Differing (διαπορα diaphora). Old adjective from διαπερω diapherō to differ, to vary. So Hebrews 9:10.According to the proportion of our faith (κατα την αναλογιαν της πιστεως kata tēn analogian tēs pisteōs). The same use of πιστις pistis (faith) as in Romans 12:3 “the measure of faith.” Old word. αναλογια analogia (our word “analogy”) from αναλογος analogos (analogous, conformable, proportional). Here alone in N.T. The verb προπητευωμεν prophēteuōmen (present active volitive subjunctive, let us prophesy) must be supplied with which εχοντες echontes agrees. The context calls for the subjective meaning of “faith” rather than the objective and outward standard though πιστις pistis does occur in that sense (Galatians 1:23; Galatians 3:23).
Let us give ourselves. There is no verb in the Greek. We must supply δωμεν εαυτους dōmen heautous or some such phrase.Or he that teacheth (ειτε ο διδασκων eite ho didaskōn). Here the construction changes and no longer do we have the accusative case like διακονιαν diakonian (general word for Christian service of all kinds including ministers and deacons) as the object of εχοντες echontes but the nominative articular participle. A new verb must be supplied of which ο διδασκων ho didaskōn is the subject as with the succeeding participles through Romans 12:8. Perhaps in each instance the verb is to be repeated from the participle like διδασκετω didasketō here (let him teach) or a general term ποιειτω poieitō (let him do it) can be used for all of them as seems necessary before “with liberality” in Romans 12:8 (εν απλοτητι en haplotēti in simplicity, for which word, see note on Matthew 6:22; note on 2 Corinthians 8:2; note on 2 Corinthians 9:11; and note on 2 Corinthians 9:13). He that ruleth (ο προισταμενος ho proistamenos). “The one standing in front” for which see note on 1 Thessalonians 5:12. With diligence (εν σπουδηι en spoudēi). “In haste” as if in earnest (Mark 6:25; 2 Corinthians 7:11., 2 Corinthians 8:8, 2 Corinthians 8:16), from σπευδω speudō to hasten. Again Romans 12:11. With cheerfulness (εν ιλαροτητι en hilarotēti). Late word, only here in N.T., from ιλαρος hilaros (2 Corinthians 9:7) cheerful, hilarious.
Without hypocrisy (ανυποκριτος anupokritos). Late double compound adjective for which see note on 2 Corinthians 6:6. Hypocritical or pretended love is no love at all as Paul describes αγαπη agapē in 1 Corinthians 13:1-13.Abhor (αποστυγουντες apostugountes). Old verb with intensive (απο apo) dislike, only here in N.T. The present active participle is here employed in the sense of the present active indicative as sometimes happens with the independent participle (Robertson, Grammar, pp. 1132ff.). This same idiom appears with κολλωμενοι kollōmenoi (cleaving) for which verb see 1 Corinthians 6:17, with προηγουμενοι proēgoumenoi (preferring) in Romans 12:10 (old verb here only in N.T.), and with the participles in Romans 12:11-13 and again in Romans 12:16-18. One can supply εστε este if he prefers.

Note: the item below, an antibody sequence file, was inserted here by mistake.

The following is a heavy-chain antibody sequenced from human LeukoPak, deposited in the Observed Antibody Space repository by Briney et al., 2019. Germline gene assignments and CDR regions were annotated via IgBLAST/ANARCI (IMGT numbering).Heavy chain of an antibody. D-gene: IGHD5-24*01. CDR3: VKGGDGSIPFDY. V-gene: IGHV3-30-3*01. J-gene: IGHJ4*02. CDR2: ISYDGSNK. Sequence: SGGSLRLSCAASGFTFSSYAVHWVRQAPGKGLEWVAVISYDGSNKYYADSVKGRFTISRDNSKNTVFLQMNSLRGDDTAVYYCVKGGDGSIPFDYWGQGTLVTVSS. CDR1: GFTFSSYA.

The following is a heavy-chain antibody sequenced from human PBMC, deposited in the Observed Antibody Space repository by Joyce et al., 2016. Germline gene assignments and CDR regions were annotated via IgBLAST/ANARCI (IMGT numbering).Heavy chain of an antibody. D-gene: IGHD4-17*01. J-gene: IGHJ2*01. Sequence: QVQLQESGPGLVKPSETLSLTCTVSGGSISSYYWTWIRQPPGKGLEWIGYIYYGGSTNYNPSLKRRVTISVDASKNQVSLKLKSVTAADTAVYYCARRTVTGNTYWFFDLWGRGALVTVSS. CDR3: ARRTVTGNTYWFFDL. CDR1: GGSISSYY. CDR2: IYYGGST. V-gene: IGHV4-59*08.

In love of the brethren (τηι πιλαδελπιαι tēi philadelphiāi). Late word for brotherly love for which see note on 1 Thessalonians 4:9.Tenderly affectioned (πιλοστοργοι philostorgoi). Old compound adjective from πιλος philos and στοργη storgē (mutual love of parents and children), here alone in N.T.
Slothful (οκνηροι oknēroi). Old adjective from οκνεω okneō to hesitate, to be slow. Slow and “poky” as in Matthew 25:26.
Patient in tribulation (τηι τλιπσει υπομενοντες tēi thlipsei hupomenontes). So soon this virtue became a mark of the Christians.
Communicating (κοινωνουντες Koinéōnountes). “Contributing.” From κοινωνεω Koinéōneō for which see note on 2 Corinthians 9:13. Paul had raised a great collection for the poor saints in Jerusalem.Given to hospitality (την πιλοχενιαν διωκοντες tēn philoxenian diōkontes). “Pursuing (as if in a chase or hunt) hospitality” (πιλοχενια philoxenia old word from πιλοχενος philoxenos fond of strangers, πιλος philos and χενος xenos as in 1 Timothy 3:2). In N.T. only here and Hebrews 13:2. See note on 2 Corinthians 3:1. They were to pursue (διωκω diōkō) hospitality as their enemies pursued (διωκοντας diōkontas) them.
And curse not (και μη καταραστε kai mē katarāsthe). Present middle imperative with μη mē Like Matthew 5:44 in spirit, not a quotation, but a reminiscence of the words of Jesus. The negative addition gives emphasis. See Luke 6:28 for the old verb καταραομαι kataraomai from καταρα katara (curse).